Risk factors, person, place and time characteristics associated with Hepatitis E Virus outbreak in Napak District, Uganda
Akena Abwoye, Stephen
Opio, Denis Nixon
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Hepatitis E is self-limiting, but can cause death in most at risk groups like pregnant women and those with preexisting acute liver disease. In developing countries it presents as epidemic, in 2014 Hepatitis E Virus (HEV) outbreak was reported in Napak district Uganda. The role of factors in this setting that might have propagated this HEV epidemic, including host, agent, and environmental characteristics, were still not clear. This study was therefore conducted to investigate the risk factors, person, place and time characteristics, associated with the hepatitis E virus (HEV) epidemic in Napak district. Methods: Review of line lists data for epidemiological description and matched case control study on neighborhood and age in the ratio of 1:2 were used to assess risk factors for HEV outbreak in Napak. Cluster and random sampling were used to obtain a sample size of 332, (111 cases, 221 controls). Possible interaction and confounding was assessed using conditional logistic regression. Results: Over 1359 cases and 30 deaths were reported during 2013/2014 HEV outbreak. The mean age of patients was 29 ± years, 57.9% of cases were females. Overall case Fatality Ratio was 2.2% in general population but 65.2% in pregnant women. More than 94% of the cases were reported in the sub counties of Napak, 5.7% of cases were reported in the outside neighboring districts. The epidemic peaked in January 2014 and gradually subsided by December 2014. Risk factors found to be associated with HEV included drinking untreated water (OR 6.69, 95% CI 3.15–14.16), eating roadside food (OR 6.11, 95% CI 2.85–13.09), reported not cleaning utensils (OR 3.24, 95% CI 1.55–1.76), and being a hunter (OR 1.14, 95% CI 1.03–12.66). Conclusion: The results of this study suggest that the virus is transmitted by the feco-oral route through contaminated water. They also suggest that active surveillance and appropriate measures targeting community and routine individual health actions are important to prevent transmission and decrease the deaths.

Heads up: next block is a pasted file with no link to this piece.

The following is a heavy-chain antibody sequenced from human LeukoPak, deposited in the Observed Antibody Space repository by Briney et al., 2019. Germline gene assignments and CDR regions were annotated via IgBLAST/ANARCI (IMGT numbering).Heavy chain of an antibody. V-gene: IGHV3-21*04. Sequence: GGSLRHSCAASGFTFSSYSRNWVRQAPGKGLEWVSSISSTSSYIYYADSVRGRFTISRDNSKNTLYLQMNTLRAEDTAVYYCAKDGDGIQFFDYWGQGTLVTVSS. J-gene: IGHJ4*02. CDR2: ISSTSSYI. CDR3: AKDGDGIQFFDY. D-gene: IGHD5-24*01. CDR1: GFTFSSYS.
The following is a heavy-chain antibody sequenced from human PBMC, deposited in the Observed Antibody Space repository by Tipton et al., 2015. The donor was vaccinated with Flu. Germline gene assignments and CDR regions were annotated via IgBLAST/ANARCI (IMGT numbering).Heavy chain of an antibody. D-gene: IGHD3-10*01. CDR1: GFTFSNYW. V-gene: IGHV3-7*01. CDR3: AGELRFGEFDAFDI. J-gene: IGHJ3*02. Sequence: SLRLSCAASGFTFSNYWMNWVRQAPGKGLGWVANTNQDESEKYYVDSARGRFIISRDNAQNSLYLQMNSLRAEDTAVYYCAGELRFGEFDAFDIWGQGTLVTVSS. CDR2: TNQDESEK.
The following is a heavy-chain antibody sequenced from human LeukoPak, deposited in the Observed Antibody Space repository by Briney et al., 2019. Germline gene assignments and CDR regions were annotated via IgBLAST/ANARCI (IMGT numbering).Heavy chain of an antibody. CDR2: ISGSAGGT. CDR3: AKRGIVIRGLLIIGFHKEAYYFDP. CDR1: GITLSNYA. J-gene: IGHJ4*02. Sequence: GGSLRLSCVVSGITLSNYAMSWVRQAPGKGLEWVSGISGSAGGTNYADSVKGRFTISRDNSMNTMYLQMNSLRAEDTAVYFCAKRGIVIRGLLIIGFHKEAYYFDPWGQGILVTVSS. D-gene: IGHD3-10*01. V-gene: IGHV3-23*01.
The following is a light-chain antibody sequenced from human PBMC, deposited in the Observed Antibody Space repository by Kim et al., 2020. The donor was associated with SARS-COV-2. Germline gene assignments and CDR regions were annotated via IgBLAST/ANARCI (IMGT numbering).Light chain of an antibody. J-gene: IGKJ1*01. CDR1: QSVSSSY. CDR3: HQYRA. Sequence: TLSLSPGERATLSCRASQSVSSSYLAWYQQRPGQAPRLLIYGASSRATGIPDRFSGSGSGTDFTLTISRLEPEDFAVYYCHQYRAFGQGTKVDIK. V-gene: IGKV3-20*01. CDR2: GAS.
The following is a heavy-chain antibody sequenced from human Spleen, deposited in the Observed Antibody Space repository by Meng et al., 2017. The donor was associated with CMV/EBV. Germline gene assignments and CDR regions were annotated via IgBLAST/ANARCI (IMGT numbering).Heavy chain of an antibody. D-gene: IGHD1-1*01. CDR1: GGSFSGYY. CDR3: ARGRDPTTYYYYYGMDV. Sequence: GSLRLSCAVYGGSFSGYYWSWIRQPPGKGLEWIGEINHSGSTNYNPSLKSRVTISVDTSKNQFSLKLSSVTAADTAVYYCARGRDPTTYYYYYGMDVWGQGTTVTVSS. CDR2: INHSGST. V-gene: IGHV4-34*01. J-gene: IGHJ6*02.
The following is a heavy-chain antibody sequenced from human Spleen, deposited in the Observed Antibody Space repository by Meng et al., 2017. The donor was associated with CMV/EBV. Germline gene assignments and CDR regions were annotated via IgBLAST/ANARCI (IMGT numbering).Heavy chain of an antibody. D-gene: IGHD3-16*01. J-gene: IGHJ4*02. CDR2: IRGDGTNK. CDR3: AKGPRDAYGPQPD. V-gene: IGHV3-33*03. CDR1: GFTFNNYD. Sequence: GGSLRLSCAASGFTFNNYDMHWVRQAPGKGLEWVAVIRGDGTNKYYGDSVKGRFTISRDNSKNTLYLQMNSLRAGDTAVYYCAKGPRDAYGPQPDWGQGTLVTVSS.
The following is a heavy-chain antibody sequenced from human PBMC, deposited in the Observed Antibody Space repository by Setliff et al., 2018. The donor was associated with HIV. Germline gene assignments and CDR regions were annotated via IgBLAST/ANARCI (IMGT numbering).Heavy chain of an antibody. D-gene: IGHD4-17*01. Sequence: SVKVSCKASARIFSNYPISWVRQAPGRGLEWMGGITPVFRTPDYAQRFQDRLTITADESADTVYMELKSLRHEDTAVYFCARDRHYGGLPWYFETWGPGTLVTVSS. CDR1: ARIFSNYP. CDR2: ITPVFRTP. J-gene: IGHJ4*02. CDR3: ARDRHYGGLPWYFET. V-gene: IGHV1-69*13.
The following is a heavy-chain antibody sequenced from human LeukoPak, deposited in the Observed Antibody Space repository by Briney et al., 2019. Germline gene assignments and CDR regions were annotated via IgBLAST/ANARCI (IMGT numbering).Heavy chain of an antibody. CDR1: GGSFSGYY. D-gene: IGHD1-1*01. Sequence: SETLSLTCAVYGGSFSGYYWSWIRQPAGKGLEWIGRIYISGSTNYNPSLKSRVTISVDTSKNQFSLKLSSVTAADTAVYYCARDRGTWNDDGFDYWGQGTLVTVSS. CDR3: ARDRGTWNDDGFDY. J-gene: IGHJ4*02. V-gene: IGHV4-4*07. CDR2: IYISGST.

- Medical and Health Sciences